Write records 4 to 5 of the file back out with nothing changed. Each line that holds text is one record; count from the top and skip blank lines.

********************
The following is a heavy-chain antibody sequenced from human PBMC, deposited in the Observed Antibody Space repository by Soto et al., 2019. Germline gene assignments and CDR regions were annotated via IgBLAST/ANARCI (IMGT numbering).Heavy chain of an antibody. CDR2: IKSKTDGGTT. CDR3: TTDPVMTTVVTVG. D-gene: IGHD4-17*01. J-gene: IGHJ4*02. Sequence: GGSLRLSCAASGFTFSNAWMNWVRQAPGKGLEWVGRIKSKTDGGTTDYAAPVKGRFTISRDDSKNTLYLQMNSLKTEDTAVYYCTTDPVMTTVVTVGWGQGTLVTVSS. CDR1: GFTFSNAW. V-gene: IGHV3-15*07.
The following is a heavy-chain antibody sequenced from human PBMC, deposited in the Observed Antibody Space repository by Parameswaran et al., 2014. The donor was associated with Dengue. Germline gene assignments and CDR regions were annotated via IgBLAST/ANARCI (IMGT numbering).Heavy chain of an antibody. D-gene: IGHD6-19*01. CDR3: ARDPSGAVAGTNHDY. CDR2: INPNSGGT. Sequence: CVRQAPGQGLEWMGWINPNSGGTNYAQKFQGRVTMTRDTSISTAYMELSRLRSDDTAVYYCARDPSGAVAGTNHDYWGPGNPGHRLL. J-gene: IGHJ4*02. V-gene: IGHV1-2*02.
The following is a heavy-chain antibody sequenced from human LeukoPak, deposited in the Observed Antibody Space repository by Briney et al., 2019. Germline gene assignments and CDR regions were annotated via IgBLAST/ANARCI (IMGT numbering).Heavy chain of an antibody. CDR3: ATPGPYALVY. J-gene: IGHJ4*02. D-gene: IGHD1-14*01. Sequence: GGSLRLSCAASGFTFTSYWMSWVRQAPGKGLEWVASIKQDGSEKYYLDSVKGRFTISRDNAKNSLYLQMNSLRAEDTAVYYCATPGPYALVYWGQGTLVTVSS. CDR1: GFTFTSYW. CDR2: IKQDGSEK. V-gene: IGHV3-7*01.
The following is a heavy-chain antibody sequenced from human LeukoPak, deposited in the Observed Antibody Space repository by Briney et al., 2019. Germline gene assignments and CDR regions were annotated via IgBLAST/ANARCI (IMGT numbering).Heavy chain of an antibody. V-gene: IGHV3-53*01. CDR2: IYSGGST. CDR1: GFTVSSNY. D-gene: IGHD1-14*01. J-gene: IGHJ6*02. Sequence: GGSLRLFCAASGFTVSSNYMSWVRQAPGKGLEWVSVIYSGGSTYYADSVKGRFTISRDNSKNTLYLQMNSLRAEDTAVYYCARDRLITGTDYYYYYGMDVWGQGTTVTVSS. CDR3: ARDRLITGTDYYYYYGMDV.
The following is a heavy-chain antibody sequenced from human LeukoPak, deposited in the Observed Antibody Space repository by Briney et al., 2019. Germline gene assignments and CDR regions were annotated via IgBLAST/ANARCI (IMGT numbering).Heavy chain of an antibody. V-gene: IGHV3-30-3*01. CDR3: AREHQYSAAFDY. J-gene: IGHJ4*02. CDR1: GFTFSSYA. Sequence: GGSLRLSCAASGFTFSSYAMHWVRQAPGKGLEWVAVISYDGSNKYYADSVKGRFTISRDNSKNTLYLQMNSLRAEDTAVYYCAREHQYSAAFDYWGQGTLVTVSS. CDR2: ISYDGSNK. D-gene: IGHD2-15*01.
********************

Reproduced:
The following is a heavy-chain antibody sequenced from human LeukoPak, deposited in the Observed Antibody Space repository by Briney et al., 2019. Germline gene assignments and CDR regions were annotated via IgBLAST/ANARCI (IMGT numbering).Heavy chain of an antibody. V-gene: IGHV3-53*01. CDR2: IYSGGST. CDR1: GFTVSSNY. D-gene: IGHD1-14*01. J-gene: IGHJ6*02. Sequence: GGSLRLFCAASGFTVSSNYMSWVRQAPGKGLEWVSVIYSGGSTYYADSVKGRFTISRDNSKNTLYLQMNSLRAEDTAVYYCARDRLITGTDYYYYYGMDVWGQGTTVTVSS. CDR3: ARDRLITGTDYYYYYGMDV.
The following is a heavy-chain antibody sequenced from human LeukoPak, deposited in the Observed Antibody Space repository by Briney et al., 2019. Germline gene assignments and CDR regions were annotated via IgBLAST/ANARCI (IMGT numbering).Heavy chain of an antibody. V-gene: IGHV3-30-3*01. CDR3: AREHQYSAAFDY. J-gene: IGHJ4*02. CDR1: GFTFSSYA. Sequence: GGSLRLSCAASGFTFSSYAMHWVRQAPGKGLEWVAVISYDGSNKYYADSVKGRFTISRDNSKNTLYLQMNSLRAEDTAVYYCAREHQYSAAFDYWGQGTLVTVSS. CDR2: ISYDGSNK. D-gene: IGHD2-15*01.